BBC NEWS Americas Africa Europe Middle East South Asia Asia Pacific Arabic Spanish Russian Chinese Welsh

 You are in: UK: Scotland
Front Page 
Northern Ireland 
UK Politics 
Talking Point 
In Depth 

Commonwealth Games 2002

BBC Sport

BBC Weather

Thursday, 1 November, 2001, 11:08 GMT
Capital's winter festival unveiled
Revellers in Edinburgh
Edinburgh's Hogmanay celebrations are world famous
Plans for one of the world's largest winter festivals to boost tourism in Scotland's capital city have been unveiled.

Edinburgh hopes to increase the financial benefits for the city by combining its famous Hogmanay celebrations with Christmas events to create the world's largest winter festival.

Meanwhile, west coast rivals in Glasgow are hoping to attract one million visitors to the first year of its winter festival.

Glasgow's Winter Festival starts with a fireworks display and will feature an open air ice rink and a continental market.

Scotland's capital city now has the world's biggest winter festival in Capital Christmas and Edinburgh's Hogmanay and their contribution to ensuring Edinburgh is a year round tourism destination is significant.

Council Leader Donald Anderson
It will conclude with the city's Hogmanay celebrations.

Edinburgh's Capital Christmas will feature a spectacular parade, "ice cave" grottos for children, street theatre and the traditional switching on of Christmas lights along Princes Street.

Last year 300,000 people flocked to the capital during the festive period boosting the economy by an estimated 10m.

With tourism suffering the effects of the terror attacks on America and the downturn resulting from foot-and-mouth disease, it is hoped this year's events will once again pack the city streets.

Official opening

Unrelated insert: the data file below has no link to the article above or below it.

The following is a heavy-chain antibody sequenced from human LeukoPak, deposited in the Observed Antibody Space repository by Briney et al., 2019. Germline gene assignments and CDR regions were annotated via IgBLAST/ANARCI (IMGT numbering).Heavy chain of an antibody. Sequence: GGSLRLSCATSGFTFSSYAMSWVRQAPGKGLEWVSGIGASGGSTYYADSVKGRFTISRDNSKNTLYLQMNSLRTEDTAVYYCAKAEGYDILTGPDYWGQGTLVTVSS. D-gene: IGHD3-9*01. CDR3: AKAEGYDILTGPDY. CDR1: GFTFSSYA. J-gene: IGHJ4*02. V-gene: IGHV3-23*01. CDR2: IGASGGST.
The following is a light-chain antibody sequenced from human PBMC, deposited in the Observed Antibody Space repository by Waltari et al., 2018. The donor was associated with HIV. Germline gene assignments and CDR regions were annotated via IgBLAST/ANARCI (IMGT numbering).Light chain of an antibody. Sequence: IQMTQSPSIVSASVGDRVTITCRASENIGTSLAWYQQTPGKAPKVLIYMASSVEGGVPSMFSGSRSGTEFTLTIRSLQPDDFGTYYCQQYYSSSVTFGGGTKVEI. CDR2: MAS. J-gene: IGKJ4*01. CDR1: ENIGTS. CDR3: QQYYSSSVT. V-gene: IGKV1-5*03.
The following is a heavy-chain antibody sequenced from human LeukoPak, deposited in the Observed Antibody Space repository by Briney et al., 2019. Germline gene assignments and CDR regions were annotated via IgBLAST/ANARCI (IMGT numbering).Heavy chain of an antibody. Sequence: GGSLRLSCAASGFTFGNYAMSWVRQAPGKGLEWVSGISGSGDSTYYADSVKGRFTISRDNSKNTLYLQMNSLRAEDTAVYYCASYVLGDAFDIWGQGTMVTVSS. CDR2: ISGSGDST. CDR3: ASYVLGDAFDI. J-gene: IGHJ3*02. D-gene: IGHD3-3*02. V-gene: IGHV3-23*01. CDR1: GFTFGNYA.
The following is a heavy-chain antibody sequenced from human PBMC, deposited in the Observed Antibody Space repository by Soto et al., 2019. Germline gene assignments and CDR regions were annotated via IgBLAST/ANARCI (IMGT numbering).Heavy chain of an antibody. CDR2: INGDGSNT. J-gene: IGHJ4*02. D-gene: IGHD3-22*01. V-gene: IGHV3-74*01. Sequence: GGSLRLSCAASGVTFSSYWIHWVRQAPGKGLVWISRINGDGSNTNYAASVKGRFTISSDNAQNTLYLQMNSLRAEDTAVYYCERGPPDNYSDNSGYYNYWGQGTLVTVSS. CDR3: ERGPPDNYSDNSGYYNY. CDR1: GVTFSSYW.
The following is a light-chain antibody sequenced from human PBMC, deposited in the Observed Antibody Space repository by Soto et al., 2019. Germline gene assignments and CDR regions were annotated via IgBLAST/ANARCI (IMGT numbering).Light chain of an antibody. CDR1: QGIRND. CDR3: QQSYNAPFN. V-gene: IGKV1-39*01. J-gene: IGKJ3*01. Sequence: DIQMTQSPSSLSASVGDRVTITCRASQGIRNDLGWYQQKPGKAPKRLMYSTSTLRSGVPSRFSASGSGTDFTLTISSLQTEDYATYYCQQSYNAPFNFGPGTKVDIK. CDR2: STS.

The festivities will start on 22 November with the official opening of the German Market in East Princes Street Gardens and the switch on of the lights along Princes Street.

On 29 November crowds will gather on the Mound for the illuminating of the Christmas Tree, a traditional gift to the city from the Mayor of Hordaland, Norway.

The Christmas Parade, featuring floats and street theatre, will wind its way along Princes Street to Festival Square in Lothian Road, on 2 December.

Council Leader Donald Anderson said: "Scotland's capital city now has the world's biggest winter festival in Capital Christmas and Edinburgh's Hogmanay and their contribution to ensuring Edinburgh is a year round tourism destination is significant.

Edinburgh Castle fireworks
The fireworks display above Edinburgh Castle
"We are committed to building on these successes and making Edinburgh the most popular place to be throughout Christmas and New Year."

In Glasgow, festival project manager Joe Aitken said the events should bring considerable benefits for the city.

He said: "The concept was born to promote Glasgow as a place to come and visit culturally, to shop, and to be entertained.

"We estimate that around one million people will take part, either as participants or spectators."

Ice skating

Mr Aitken said the opening fireworks display should attract about 70,000 people to Glasgow Green on 5 November.

For the second year running, an ice rink, capable of accommodating up to 300 skaters at any one time, will be constructed in the City's George Square.

Ice skating on the 40m by 20m rink starts on 30 November.

The square will also feature a fun fair and a cafe bar, while hot chestnuts will be available to add to the festive spirit.

Adding an international dimension, a Cuban festival will be held throughout the City from 9 to 18 November, while a Christmas Continental Market will be open in St Enoch Square from 8 to 11 November.

Glasgow's Hogmanay programme will be revealed on Monday.

See also:

20 Apr 01 | Scotland
Hogmanay party to be scaled down
01 Jan 01 | Scotland
Praise for Hogmanay revellers
01 Jan 01 | Scotland
Edinburgh's Hogmanay in pictures
08 Mar 00 | Scotland
Hogmanay bash to be scaled down
Links to more Scotland stories are at the foot of the page.

E-mail this story to a friend

Links to more Scotland stories